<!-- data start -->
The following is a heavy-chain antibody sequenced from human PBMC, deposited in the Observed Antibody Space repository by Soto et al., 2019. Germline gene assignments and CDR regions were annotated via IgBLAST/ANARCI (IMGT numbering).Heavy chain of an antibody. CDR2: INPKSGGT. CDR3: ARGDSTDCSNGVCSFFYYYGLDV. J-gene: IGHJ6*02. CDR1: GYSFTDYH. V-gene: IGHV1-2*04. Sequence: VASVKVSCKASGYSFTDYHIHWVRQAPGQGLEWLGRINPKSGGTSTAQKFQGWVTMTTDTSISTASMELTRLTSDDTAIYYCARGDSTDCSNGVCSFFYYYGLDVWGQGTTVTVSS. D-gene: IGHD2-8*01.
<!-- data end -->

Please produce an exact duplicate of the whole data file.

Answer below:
The following is a heavy-chain antibody sequenced from human PBMC, deposited in the Observed Antibody Space repository by Soto et al., 2019. Germline gene assignments and CDR regions were annotated via IgBLAST/ANARCI (IMGT numbering).Heavy chain of an antibody. CDR2: INPKSGGT. CDR3: ARGDSTDCSNGVCSFFYYYGLDV. J-gene: IGHJ6*02. CDR1: GYSFTDYH. V-gene: IGHV1-2*04. Sequence: VASVKVSCKASGYSFTDYHIHWVRQAPGQGLEWLGRINPKSGGTSTAQKFQGWVTMTTDTSISTASMELTRLTSDDTAIYYCARGDSTDCSNGVCSFFYYYGLDVWGQGTTVTVSS. D-gene: IGHD2-8*01.